CLEARWATER, Fla. — Training for the worst. Every single officer with Clearwater Police is going through a near month-long active shooter training.
Today we’re learning about the major shakeups in how they plan to respond. Only ABC Action News allowed inside the training facility.
All 239 of Clearwater PD's officers will have gone through the training by next week. Also present were Treasure Island Police and Clearwater Fire & Rescue. Officers will encounter real-life scenarios, in a real-world setting within Clearwater High School.
It’s grueling training Clearwater Police haven’t seen in five years. The training extensive and requiring much time and many resources to set up.
“Hustle up kids are being shot. Let’s go!” yelled a training officer.
These officers preparing for what they hope will never happen in their own backyard.
“When you are talking about children, it hurts your heartstrings and that’s why it’s so important for us to be able to reassure the public that we are as prepared as humanly possible and that we are going to do everything as possible to keep their children safe," said Chief Dan Slaughter of Clearwater Police.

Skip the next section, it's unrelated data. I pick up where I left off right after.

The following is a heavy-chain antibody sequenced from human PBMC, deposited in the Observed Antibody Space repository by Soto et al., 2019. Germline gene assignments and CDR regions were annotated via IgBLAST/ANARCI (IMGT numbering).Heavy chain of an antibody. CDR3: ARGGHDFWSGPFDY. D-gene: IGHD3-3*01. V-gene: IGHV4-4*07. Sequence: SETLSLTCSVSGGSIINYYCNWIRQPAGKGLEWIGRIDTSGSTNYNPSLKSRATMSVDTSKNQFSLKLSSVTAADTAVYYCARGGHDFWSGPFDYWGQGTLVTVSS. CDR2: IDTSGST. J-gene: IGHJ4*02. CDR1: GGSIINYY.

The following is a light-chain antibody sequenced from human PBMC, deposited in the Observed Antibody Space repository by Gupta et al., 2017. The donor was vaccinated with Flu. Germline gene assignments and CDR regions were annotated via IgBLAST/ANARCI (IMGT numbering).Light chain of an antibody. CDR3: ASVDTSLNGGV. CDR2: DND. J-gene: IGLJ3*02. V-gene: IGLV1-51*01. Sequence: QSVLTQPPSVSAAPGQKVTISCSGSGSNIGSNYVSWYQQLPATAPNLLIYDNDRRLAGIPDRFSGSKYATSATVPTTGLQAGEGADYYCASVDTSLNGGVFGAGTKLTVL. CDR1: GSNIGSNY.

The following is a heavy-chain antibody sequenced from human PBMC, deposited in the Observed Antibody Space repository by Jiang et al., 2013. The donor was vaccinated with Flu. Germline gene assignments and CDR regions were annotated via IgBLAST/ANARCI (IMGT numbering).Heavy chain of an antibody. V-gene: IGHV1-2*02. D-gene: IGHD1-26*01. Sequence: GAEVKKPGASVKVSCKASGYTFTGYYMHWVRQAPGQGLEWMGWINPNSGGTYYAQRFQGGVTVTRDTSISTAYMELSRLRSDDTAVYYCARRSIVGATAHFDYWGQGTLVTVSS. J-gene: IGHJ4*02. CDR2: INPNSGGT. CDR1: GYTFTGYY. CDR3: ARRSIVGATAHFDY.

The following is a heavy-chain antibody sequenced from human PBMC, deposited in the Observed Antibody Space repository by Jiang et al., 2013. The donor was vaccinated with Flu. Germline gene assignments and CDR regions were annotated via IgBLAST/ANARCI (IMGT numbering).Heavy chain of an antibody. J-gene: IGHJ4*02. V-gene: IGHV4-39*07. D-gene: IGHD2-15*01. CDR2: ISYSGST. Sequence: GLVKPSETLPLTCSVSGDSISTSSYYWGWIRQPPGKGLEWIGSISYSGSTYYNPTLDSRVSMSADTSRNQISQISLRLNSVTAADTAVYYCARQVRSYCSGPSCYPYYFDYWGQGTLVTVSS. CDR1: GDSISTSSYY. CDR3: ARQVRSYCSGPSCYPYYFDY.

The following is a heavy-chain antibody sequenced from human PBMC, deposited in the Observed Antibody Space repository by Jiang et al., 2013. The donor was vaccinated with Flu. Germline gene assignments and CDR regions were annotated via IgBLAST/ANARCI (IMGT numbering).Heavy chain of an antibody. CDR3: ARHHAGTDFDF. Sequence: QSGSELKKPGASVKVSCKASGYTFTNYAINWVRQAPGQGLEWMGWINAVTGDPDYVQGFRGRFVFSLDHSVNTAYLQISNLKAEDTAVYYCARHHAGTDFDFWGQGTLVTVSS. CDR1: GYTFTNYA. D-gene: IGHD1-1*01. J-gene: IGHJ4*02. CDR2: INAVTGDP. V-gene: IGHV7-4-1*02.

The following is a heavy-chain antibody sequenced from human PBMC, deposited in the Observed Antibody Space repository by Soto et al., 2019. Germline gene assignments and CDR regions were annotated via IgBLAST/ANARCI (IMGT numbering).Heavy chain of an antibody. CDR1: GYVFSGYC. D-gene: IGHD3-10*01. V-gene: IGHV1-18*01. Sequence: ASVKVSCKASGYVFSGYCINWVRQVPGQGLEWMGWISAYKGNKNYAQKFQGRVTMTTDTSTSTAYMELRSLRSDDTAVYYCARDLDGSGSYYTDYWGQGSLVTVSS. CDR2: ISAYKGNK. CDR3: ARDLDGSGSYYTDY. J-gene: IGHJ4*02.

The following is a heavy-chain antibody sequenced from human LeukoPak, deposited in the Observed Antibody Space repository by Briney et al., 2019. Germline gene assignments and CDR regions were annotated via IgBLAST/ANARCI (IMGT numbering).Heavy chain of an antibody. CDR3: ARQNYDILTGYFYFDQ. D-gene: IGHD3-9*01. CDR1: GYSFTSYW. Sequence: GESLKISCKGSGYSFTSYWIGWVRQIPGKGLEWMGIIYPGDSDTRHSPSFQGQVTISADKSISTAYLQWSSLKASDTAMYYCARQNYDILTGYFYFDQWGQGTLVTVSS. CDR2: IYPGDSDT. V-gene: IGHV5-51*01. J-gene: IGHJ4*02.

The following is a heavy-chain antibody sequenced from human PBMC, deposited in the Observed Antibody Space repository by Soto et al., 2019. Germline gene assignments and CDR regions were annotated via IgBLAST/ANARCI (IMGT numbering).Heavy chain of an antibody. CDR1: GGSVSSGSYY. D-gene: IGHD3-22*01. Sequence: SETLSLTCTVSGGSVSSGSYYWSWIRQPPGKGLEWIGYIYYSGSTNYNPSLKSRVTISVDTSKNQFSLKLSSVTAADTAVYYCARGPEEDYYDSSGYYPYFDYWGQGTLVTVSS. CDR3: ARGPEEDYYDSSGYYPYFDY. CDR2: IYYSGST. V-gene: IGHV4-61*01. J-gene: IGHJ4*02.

Chaos as fire alarms rang loudly. Their training officer seeming more like a drill sergeant. The entire point is to make officers as stressed and uncomfortable as possible.
“Now all those elements. Sight, hearing, a sense of smell. All of that starts to become second nature to them going—I’ve seen this before this is how I deal with it," explained Chief Scott Ehlers of Clearwater Fire & Rescue.
Plus a major overhaul in how they’ll handle active shooters. Lessons the agencies learned from the most recent shootings including Parkland. Should training become reality paramedics with Clearwater Fire & Rescue will be armed with ballistic vests and helmets. Now, they'll move into the emergency area under the protection of armed officers. They say this will make it quicker for them to help victims.
“Back then, if you asked me that if in 30 years this would have been happening, I would have never said that would be—it’s just unfathomable," said Ehlers.
The other big shakeup is expanding their training to handle more than just a shooter.
“If we are focused on it always being a school shooting... you have incidents that involve knives, you have incidents that could be cars being driven over crowds of people like you saw in New York," said Slaughter.
Police leaders tell me they plan to do this training at least once every year.